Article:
Is abortion safe?

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by drfrankobgyn

As an obstetrician and gynecological surgeon, it is my duty to inform women of the risks of any procedure they undergo. Providing honest and accurate medical information to a woman before a procedure is required to live up to the ethical standard of informed consent. The need for such informed consent is especially critical when the procedure being considered is an induced abortion.

Incredibly, despite this being one of the most frequent medical or surgical procedures performed on women, there is very little awareness of the short-term and long-term medical risks that these women are exposed to. No doubt, the extreme reluctance to allow any public discussion on the legality of induced abortion has given this procedure a “sacrosanct” status wherein it has avoided the normal scrutiny that any other procedure would receive. Worse, all attempts to publish and bring awareness to the valid research showing harm to women are immediately dismissed as “anti-abortion” propaganda. In essence there is a veritable censorship by public media outlets and official medical bodies against any scientific evidence that contradicts the dictum that “legal abortions” are the “safest procedures in medicine.” Such blatant suppression of healthy debate in search of truth is eerily reminiscent of the kind of oppressiveness intrinsic to both communist and fascist dictatorships.

Perhaps the most thoroughly documented and incontrovertible risk associated with induced abortion is that of preterm birth in a future pregnancy.

In addition to preterm birth, the other major long-term physiologic risk associated with induced abortion is that of breast cancer. No doubt, the incredible popularity of breast cancer awareness campaigns has much to do with the particularly intense efforts to discredit the scientific evidence showing the association. To allow this compelling evidence to surface would risk subjecting the dogma of “safe legal abortion” to the scrutiny of the armies of people authentically concerned about women’s health.

For example, according to Dr. Angela Lanfranchi, a surgical oncologist and breast cancer specialist, abortion causes breast cancer in about 5% of women who have an abortion. This results in approximately 10,000 cases a year of breast cancer that can be attributed to abortion. After an induced abortion, the female is exposed to very high levels of estrogen, which can act as a mitogen and a carcinogen on breast tissue. This would leave her with more places for cancers to start.

Overall, 51 of 68 epidemiological studies since 1957 report an abortion-breast cancer (ABC) link. The most recent of these is an Armenian study-whose authors examined type II diabetes, reproductive factors, and breast cancer, found a statistically significant association showing a 2.86-fold increased breast cancer risk from one induced abortion. The study, led by Lilit Khachatryan[1], included researchers from the Johns Hopkins School of Public Health and the University of Pennsylvania.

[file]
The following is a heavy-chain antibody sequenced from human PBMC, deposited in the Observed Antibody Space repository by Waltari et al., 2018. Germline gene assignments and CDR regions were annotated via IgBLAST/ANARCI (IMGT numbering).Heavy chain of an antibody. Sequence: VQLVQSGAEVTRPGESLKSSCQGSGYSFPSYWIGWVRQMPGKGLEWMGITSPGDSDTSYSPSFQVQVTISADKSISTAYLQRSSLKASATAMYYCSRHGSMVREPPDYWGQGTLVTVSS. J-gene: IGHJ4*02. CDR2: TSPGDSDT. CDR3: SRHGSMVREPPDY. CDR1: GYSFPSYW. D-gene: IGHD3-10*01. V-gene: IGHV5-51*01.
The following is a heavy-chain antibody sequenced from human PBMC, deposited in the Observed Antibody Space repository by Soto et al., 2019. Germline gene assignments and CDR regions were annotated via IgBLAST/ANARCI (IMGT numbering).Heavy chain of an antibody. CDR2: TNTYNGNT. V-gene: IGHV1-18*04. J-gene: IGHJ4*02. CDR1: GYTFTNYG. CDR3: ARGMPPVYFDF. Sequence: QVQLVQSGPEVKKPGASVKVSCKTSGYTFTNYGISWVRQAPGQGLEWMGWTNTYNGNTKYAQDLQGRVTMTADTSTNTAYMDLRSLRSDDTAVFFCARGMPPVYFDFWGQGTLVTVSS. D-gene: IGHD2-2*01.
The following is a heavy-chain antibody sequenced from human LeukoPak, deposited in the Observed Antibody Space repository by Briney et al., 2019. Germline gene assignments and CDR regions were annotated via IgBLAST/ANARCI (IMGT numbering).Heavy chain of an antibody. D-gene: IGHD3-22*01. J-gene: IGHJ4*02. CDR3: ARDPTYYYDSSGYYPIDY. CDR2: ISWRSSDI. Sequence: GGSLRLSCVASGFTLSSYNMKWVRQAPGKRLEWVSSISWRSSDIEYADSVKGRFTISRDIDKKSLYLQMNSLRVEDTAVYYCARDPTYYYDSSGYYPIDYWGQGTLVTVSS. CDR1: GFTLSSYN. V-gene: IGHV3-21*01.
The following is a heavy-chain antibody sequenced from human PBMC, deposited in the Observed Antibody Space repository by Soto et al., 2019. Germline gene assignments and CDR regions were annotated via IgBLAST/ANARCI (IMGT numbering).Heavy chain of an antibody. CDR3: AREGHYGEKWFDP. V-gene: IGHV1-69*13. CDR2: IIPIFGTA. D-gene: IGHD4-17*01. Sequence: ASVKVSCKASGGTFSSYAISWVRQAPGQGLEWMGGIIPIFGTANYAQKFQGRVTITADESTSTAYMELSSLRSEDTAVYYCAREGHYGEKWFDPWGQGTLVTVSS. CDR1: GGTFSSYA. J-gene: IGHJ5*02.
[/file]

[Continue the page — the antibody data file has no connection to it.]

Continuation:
Not surprisingly, prominent pro-abortion organizations like the Royal College of Obstetricians and Gynecologists and the American Congress of Obstetricians and Gynecologists continue to ignore the preponderance of such compelling evidence in order to perpetuate the misleading idea that abortion is safe.

For more information, including the latest updates on the abortion breast cancer (ABC) link, see the following websites:

  • Abortionbreastcancer.com.
  • Abortiontruths.net/abortion-breast-cancer-references
  • Stopabortionbreastcancer.org/
  • Next, we’ll look at the preterm birth risk and similar problems attributable to induced abortion.

    Sincerely,

    Dr. Frank

    References

    1. Khachatryan, L., Scharpf, R., & Kagan, S. (2011). Influence of diabetes mellitus type 2 and prolonged estrogen exposure on risk of breast cancer among women in armenia. Health Care for Women International, 32(11), 953-971. doi:10.1080/07399332.2011.569041

    Abstract of the Armenian study:
    Diabetes mellitus type 2 (DM2) and breast cancer (BrCa) are prevalent in Armenia. We investigated DM2, reproductive factors, and BrCa in a case control study of 302 women. Multiple logistic regression analyses revealed DM2 increased adjusted odds of BrCa by 5.53 (95% CI 1.34–22.81). Any birth was protective (adjusted OR = 0.36, 95% CI 0.20–0.66). Each year delay in first pregnancy increased risk (adjusted OR = 1.13, 95% CI 1.01–1.27) as did induced abortions (adjusted OR = 2.86, 95% CI 1.02–8.04). Odds ratios were adjusted for age and body mass index (BMI), which confounded associations between DM2 and BrCa. We suggest our findings imply the need for further investigation in Armenian and in other populations with similar characteristics.

    Abortionbreastcancer.com press release about the Armenian study.

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